There has long been a certain symbiosis between Google and Wikipedia: the open encyclopedia provided information that Google displayed in response to user queries, and the search giant built Wikipedia’s reputation as a source of reliable information. Large companies used the encyclopedia for free. But with the launch of Wikimedia Enterprise, that will change.
There were also problems in the relationship between Google and Wikipedia. For example, the search giant was about to create its own alternative under the awkward name Knol. However, when the initiative failed, Google began to use Wikipedia even more actively, not only displaying links to its articles, but also reprinting key excerpts on its search results pages.
Google has grown into a trillion dollar company over the past 20 years; Wikipedia has remained a non-profit organization dependent on the generosity of individual users, donors, and the Silicon Valley giants themselves to keep it afloat. Now Wikipedia is trying to rebalance somewhat its relationship with Google and other big tech companies like Amazon, Facebook and Apple, whose platforms and virtual assistants rely on Wikipedia as a free virtual cheat sheet.
The Wikimedia Foundation, which manages the Wikipedia project in over 300 languages, as well as other wikis, has announced the launch of the commercial product Wikimedia Enterprise. The new service is intended to sell and efficiently deliver Wikipedia content directly to the mentioned online giants (and ultimately to smaller companies).
Negotiations with major tech companies are already underway, and the next couple of months will be devoted to assessing the reaction of thousands of Wikipedia volunteers. Agreements with firms can be reached as early as June.
For many years, Wikipedia has been publishing in the public domain a record of everything that appears on the site every two weeks – the so-called “data dump” for its users – and also informs about all the changes that occur. This is how large companies usually import open encyclopedia data onto their platforms without the special help of the Wikimedia Foundation. And sometimes huge resources are spent on this: the data needs to be processed, brought into the format required by each platform, and so on.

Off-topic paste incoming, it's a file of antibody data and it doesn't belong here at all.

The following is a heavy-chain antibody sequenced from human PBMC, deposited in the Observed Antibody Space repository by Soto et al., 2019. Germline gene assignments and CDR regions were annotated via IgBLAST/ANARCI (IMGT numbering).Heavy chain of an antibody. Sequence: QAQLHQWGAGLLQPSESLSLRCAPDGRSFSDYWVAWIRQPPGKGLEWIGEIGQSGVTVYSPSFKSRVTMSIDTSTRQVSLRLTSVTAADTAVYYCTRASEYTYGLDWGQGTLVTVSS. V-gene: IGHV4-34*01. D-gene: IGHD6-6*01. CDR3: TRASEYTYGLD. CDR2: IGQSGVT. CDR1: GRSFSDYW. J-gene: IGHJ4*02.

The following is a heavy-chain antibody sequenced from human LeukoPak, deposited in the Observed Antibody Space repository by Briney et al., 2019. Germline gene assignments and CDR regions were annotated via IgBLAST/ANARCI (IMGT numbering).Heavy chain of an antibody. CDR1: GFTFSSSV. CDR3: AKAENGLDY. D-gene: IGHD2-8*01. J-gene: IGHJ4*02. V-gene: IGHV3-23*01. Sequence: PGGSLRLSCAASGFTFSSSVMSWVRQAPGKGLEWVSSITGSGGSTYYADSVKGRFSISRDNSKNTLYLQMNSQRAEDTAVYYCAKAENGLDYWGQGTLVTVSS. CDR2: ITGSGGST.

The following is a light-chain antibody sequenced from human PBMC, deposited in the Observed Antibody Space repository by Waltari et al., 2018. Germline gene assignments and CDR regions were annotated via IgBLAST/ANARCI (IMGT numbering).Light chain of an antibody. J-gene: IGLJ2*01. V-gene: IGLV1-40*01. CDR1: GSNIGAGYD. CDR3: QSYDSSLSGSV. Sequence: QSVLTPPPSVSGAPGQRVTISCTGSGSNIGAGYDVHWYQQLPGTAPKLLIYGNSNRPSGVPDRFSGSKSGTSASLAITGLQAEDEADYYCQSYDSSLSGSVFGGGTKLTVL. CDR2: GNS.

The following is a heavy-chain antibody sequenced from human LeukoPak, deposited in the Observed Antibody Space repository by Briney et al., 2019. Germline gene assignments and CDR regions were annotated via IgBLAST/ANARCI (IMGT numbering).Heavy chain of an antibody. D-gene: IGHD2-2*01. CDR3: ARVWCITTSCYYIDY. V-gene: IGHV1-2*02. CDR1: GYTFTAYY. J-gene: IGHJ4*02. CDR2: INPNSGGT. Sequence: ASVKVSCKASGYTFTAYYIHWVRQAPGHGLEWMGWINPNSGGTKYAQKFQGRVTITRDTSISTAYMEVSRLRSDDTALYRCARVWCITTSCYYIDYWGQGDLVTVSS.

The old free, albeit clumsy, version of Wikipedia will continue to be available to all users, including commercial ones. Wikimedia Enterprise will provide paid services such as providing commercial partners with all changes and access to the entire array of information in real time in a compatible and convenient format. The quality of customer service will also improve, which simply cannot be provided by a volunteer project: there will be a hotline, guaranteed speed of data provision, technical support, and so on. Wikimedia Enterprise will host its version of Wikipedia content not on the project’s own servers, but on Amazon Web Services, which will better meet the needs of large corporate clients. Wikimedia Enterprise will help commercial clients display the most recent and accurate version of articles, fight trolls more effectively, and eliminate shortcomings faster.
Wikimedia Enterprise is unlikely to become the main source of funding for Wikipedia in the foreseeable future, which reaches about $ 100 million per year. User donations and grants will continue to carry the bulk of the burden, but having a robust additional revenue stream from large companies will provide a steady stream of revenue for the ambitious new challenges of promoting open knowledge.
Large platforms control the flow of money and information on the Internet, so at first glance there is nothing wrong with Wikipedia receiving some of these funds. But this will have to pay off with addiction. An open encyclopedia will have to focus on the demands of the commercial Internet, even if it comes at the expense of developing a freer and stronger community. However, even today the leading large sponsors can impose their opinion on Wikipedia.
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